Appendix 5: The Counter Remonstrance of 1611
Appendix 6: The Opinions of the Remonstrants 1618
Appendix 7: The Canons of Dort 1619
Matthew Barrett (PhD, The Southern Baptist Theological Seminary) is assistant professor of Christian studies at California Baptist University and executive editor of Credo magazine.
"Wow! I really like this book. Matthew Barrett has given us history, theology, ministerial counsel and impetus to true piety in this treatment of the Synod and Canons of Dort. The brief but vibrant historical accounts are informative, his guidance in some thick theological discussion is expert, and his focus on piety leads us to the true purpose of all theology—the production of a sincere and pure devotion to Christ. Dr. Barrett’s continual insistence on the necessity of monergism for a truly biblical grasp of the character of salvation from beginning to end is a much needed emphasis for contemporary evangelicalism. The appendices provide valuable source material. This is an excellent account of a vitally important subject." — Tom J. Nettles, Professor of Historical Theology, The Southern Baptist Theological Seminary, Louisville, Kentucky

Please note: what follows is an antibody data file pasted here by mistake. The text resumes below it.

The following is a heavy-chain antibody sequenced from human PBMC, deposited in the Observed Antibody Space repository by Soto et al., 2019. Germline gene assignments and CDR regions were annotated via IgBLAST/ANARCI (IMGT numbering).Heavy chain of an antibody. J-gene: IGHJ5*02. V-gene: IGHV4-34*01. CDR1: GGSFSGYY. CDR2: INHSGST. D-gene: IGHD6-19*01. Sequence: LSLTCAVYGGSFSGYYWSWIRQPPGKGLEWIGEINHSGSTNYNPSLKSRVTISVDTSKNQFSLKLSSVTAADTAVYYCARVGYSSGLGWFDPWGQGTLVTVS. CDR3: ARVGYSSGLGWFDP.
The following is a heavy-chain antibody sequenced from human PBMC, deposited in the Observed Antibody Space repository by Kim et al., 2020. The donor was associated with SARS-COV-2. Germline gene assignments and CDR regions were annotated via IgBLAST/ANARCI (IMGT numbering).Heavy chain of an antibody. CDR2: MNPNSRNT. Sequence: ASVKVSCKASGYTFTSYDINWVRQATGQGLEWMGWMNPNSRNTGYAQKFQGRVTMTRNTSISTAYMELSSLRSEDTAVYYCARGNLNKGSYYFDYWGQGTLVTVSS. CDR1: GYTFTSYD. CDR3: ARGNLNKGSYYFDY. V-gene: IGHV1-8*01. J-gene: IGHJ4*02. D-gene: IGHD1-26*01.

"Matthew Barrett offers a wonderfully simple and direct exposition of one of the more misunderstood confessions of faith. The Canons of Dort are often vilified, but under closer examination Barrett demonstrates that they are biblical and pastoral and a potent tonic for a flagging faith. Tolle et lege, take up and read!" — J.V. Fesko, Academic Dean, Professor of Systematic and Historical Theology, Westminster Seminary California
"By breathing new life into historic events, documents and people, Matthew makes them speak to our culture, our churches and our hearts." — David P. Murray, Professor of Old Testament and Practical Theology, Puritan Reformed Theological Seminary, Grand Rapids, Michigan